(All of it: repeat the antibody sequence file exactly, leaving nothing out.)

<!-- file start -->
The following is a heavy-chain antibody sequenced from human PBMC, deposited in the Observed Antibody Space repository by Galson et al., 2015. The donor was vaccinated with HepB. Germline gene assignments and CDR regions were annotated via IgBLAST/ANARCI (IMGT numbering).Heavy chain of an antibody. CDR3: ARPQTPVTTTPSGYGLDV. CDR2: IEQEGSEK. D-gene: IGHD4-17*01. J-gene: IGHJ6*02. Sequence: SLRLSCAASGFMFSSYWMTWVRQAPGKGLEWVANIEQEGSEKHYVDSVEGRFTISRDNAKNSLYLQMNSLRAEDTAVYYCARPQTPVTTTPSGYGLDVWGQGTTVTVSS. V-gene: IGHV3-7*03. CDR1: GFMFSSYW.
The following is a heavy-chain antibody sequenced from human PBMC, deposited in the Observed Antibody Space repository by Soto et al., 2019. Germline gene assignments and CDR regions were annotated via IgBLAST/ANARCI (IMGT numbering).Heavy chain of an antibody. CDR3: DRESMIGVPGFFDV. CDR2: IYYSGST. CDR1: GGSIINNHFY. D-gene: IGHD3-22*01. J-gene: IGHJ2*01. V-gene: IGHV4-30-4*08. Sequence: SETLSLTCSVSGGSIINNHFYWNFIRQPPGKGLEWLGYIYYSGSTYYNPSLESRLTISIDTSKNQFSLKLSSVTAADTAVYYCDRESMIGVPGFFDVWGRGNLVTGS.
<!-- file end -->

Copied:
The following is a heavy-chain antibody sequenced from human PBMC, deposited in the Observed Antibody Space repository by Galson et al., 2015. The donor was vaccinated with HepB. Germline gene assignments and CDR regions were annotated via IgBLAST/ANARCI (IMGT numbering).Heavy chain of an antibody. CDR3: ARPQTPVTTTPSGYGLDV. CDR2: IEQEGSEK. D-gene: IGHD4-17*01. J-gene: IGHJ6*02. Sequence: SLRLSCAASGFMFSSYWMTWVRQAPGKGLEWVANIEQEGSEKHYVDSVEGRFTISRDNAKNSLYLQMNSLRAEDTAVYYCARPQTPVTTTPSGYGLDVWGQGTTVTVSS. V-gene: IGHV3-7*03. CDR1: GFMFSSYW.
The following is a heavy-chain antibody sequenced from human PBMC, deposited in the Observed Antibody Space repository by Soto et al., 2019. Germline gene assignments and CDR regions were annotated via IgBLAST/ANARCI (IMGT numbering).Heavy chain of an antibody. CDR3: DRESMIGVPGFFDV. CDR2: IYYSGST. CDR1: GGSIINNHFY. D-gene: IGHD3-22*01. J-gene: IGHJ2*01. V-gene: IGHV4-30-4*08. Sequence: SETLSLTCSVSGGSIINNHFYWNFIRQPPGKGLEWLGYIYYSGSTYYNPSLESRLTISIDTSKNQFSLKLSSVTAADTAVYYCDRESMIGVPGFFDVWGRGNLVTGS.